Saturday, February 21, 2009

Broken Halo


A discussion shared yesterday with a friend went straight to the heart of why so many of the social norms we carry into adulthood have been tarnished by childhood. The discussion point centered around Catholicism. As the child of Irish catholics, lent always brought welcome relief from the drunken family tirades so often experienced under the veil of Divine intervention while sporting patent leather shoes.

My life today is unfortunately void of the family trama-dramas that forged most of my personality. The unfortunate part you ask? Where did you think the old adage "what doesn't kill you makes you stronger" came from...dis functional families perhaps but why take the "fun" out of dis functional? Parish the thought.

I still seek a shared vision of community, just not sure how to re create the vision.. Remember those delicious mushrooms we dabbled with in the early 80's? Certainly liked THAT vision but alas the only people to embrace that particular culture had the whole drug culture monkey on it's back. Not a great community to ingratiate oneself into.. The Episcopalians seem to be on the right track-open to individualism, embracing women and gays. Hey! What a concept, makes me wanna be a part of something so tolerant.

Dante's Inferno spoke to me the first read thru when I was 14 years old. A recent re read made me even more confidant that he was on to something really bold. I like bold.

So with Lent approaching, I will light a candle for Buddha, say a hail Mary or two, and toss down a few martini's to celebrate all thoughts and deeds Dante. Covering ones spiritual bases can't hurt right? See me sporting a forehead smudge this Wednesday? Never.

6 comments:

SusanB said...

Don't get me started with my own stories of evil nuns. A life time of therapy has not erased the damage. Nice to now that I am in good company. Thanks for the funny post. I like the fun in disfunctional.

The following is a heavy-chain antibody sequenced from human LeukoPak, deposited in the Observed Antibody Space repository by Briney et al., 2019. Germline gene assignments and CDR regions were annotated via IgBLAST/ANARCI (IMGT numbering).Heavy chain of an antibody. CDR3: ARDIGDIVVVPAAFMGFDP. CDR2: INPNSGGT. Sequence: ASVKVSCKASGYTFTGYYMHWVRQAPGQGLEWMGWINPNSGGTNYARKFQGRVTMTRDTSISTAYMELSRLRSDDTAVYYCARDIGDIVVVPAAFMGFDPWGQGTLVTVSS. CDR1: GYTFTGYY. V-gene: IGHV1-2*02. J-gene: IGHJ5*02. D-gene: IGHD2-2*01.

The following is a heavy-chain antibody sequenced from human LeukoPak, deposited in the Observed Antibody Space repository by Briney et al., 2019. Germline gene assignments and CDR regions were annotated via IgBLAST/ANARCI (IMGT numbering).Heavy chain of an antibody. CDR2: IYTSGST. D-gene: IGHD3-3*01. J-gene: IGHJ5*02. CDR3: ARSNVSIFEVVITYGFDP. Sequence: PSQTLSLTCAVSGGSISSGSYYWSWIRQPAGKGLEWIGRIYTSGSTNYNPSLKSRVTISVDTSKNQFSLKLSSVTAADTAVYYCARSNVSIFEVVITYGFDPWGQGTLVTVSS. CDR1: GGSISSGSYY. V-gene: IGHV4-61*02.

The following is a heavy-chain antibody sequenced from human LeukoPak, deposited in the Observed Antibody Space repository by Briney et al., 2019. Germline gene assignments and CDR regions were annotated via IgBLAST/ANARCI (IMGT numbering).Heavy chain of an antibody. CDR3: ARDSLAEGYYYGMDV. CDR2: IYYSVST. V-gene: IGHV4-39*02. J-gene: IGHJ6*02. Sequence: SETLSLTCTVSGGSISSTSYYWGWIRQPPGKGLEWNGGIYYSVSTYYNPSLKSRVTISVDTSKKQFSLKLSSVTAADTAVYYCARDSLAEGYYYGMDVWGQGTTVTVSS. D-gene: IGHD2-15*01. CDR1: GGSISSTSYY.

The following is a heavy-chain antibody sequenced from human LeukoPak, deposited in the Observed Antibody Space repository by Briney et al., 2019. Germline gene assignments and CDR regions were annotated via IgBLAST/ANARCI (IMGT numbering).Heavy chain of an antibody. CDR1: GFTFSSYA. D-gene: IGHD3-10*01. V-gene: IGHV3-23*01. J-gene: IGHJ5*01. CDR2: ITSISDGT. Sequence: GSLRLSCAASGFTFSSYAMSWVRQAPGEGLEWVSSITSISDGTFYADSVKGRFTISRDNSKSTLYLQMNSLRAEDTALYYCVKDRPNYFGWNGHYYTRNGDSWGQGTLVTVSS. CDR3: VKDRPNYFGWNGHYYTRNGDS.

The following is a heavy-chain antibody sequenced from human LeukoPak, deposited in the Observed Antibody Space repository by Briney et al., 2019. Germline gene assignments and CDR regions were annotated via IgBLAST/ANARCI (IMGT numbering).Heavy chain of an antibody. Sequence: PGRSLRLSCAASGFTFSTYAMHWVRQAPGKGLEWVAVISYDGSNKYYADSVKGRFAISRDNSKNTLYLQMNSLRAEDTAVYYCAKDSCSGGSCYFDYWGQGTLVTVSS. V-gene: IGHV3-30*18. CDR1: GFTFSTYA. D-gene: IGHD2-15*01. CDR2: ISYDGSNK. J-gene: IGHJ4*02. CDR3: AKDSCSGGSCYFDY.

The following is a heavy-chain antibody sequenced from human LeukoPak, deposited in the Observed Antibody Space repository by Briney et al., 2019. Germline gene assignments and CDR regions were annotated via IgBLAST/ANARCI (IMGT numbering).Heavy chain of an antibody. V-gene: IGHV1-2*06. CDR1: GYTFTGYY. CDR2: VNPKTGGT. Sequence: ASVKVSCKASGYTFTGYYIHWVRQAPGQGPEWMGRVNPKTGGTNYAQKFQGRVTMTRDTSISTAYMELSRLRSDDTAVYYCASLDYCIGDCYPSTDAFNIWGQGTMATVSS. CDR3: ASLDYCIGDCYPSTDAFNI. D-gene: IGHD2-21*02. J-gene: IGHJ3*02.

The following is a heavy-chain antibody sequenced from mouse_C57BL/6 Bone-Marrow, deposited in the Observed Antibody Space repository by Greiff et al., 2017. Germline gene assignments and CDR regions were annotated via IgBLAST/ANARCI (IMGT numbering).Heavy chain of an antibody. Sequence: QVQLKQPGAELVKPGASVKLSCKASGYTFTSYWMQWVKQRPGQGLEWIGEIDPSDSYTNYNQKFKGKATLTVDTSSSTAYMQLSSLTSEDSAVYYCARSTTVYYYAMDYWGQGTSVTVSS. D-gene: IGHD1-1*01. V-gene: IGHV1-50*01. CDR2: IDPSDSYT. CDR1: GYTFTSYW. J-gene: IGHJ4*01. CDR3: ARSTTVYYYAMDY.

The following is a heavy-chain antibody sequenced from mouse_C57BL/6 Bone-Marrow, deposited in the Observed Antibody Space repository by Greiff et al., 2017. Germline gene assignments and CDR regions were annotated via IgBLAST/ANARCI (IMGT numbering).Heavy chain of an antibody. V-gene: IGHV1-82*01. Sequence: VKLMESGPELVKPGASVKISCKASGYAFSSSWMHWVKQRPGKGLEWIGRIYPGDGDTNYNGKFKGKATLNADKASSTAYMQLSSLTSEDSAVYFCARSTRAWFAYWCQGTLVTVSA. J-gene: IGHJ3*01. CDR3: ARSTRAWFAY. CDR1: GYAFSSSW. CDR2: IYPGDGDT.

ScriBe said...

What doesn't kill you DOES make you stronger. Worked for me too. Don't forget misery loves company, care to share the martini's?

Anonymous said...

I LOVE Dante's Inferno. How do we keep our drinks chilled would be my greatest concern. At least all my friends will be there. Worth drinking to don'tcha think?

Anonymous said...

No one willing to discuss the evil priests with wandering hands? That's the real problem.

Redduxx said...

Why so harsh? Can't you see the good in the church if others find comfort?
There's nothing tolerant in the aganst of your rant.

Maria R said...

I think we pick and choose what to take from our childhood. My father's parents were unhappy, argumentative, annoyed by young children, and anti-Catholic WASPs. My mom's parents and living grandparents were Catholic and loving, supportive to their children and grandchildren, and happy people. Guess what I find in the Catholic church? Much that runs through from my childhood: tolerance for questioning and thought, belief in evolution, a call for social justice, a familiar set of rituals and beliefs that bind me to living and late family members who showed me great love. I also find the same spectrum of people I do in all of society: hypocrits, posers, sinners in many ways. I don't condemn the whole church and my core beliefs for some all-too-human failings. Do things need to continue to evolve and embrace societal change? Of course. I just feel that's more likely to come from the inside than the outside. For me Lent is a wonderful time of reflection and a focus on three main areas: prayer, good works, and sacrifice. Hard to feel that can't benefit most of us.
Also interesting that your condemnation of memories of Irish Catholic drinking requires a turned back on Catholicism, but welcomes the martini! We all need to follow our own paths, but realize that many of us choose different paths for very valid reasons. How great!